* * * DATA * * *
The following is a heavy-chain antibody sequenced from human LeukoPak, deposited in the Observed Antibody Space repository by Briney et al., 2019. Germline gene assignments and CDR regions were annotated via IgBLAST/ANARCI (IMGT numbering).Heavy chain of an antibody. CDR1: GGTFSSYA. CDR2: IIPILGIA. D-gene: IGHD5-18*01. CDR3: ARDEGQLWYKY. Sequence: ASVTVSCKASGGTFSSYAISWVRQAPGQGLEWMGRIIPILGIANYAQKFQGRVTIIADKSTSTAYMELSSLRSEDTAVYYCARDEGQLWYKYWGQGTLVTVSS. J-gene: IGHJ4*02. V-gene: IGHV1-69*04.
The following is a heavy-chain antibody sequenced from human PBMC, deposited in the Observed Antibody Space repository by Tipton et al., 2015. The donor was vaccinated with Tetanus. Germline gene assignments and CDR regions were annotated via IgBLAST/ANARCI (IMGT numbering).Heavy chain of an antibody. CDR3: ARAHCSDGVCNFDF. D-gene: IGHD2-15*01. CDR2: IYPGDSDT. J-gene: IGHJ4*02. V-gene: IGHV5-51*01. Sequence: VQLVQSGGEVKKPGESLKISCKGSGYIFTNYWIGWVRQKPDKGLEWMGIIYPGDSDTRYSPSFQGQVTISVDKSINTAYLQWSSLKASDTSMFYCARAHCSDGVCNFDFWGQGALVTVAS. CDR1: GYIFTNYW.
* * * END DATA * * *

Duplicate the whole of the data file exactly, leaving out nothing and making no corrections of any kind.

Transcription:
The following is a heavy-chain antibody sequenced from human LeukoPak, deposited in the Observed Antibody Space repository by Briney et al., 2019. Germline gene assignments and CDR regions were annotated via IgBLAST/ANARCI (IMGT numbering).Heavy chain of an antibody. CDR1: GGTFSSYA. CDR2: IIPILGIA. D-gene: IGHD5-18*01. CDR3: ARDEGQLWYKY. Sequence: ASVTVSCKASGGTFSSYAISWVRQAPGQGLEWMGRIIPILGIANYAQKFQGRVTIIADKSTSTAYMELSSLRSEDTAVYYCARDEGQLWYKYWGQGTLVTVSS. J-gene: IGHJ4*02. V-gene: IGHV1-69*04.
The following is a heavy-chain antibody sequenced from human PBMC, deposited in the Observed Antibody Space repository by Tipton et al., 2015. The donor was vaccinated with Tetanus. Germline gene assignments and CDR regions were annotated via IgBLAST/ANARCI (IMGT numbering).Heavy chain of an antibody. CDR3: ARAHCSDGVCNFDF. D-gene: IGHD2-15*01. CDR2: IYPGDSDT. J-gene: IGHJ4*02. V-gene: IGHV5-51*01. Sequence: VQLVQSGGEVKKPGESLKISCKGSGYIFTNYWIGWVRQKPDKGLEWMGIIYPGDSDTRYSPSFQGQVTISVDKSINTAYLQWSSLKASDTSMFYCARAHCSDGVCNFDFWGQGALVTVAS. CDR1: GYIFTNYW.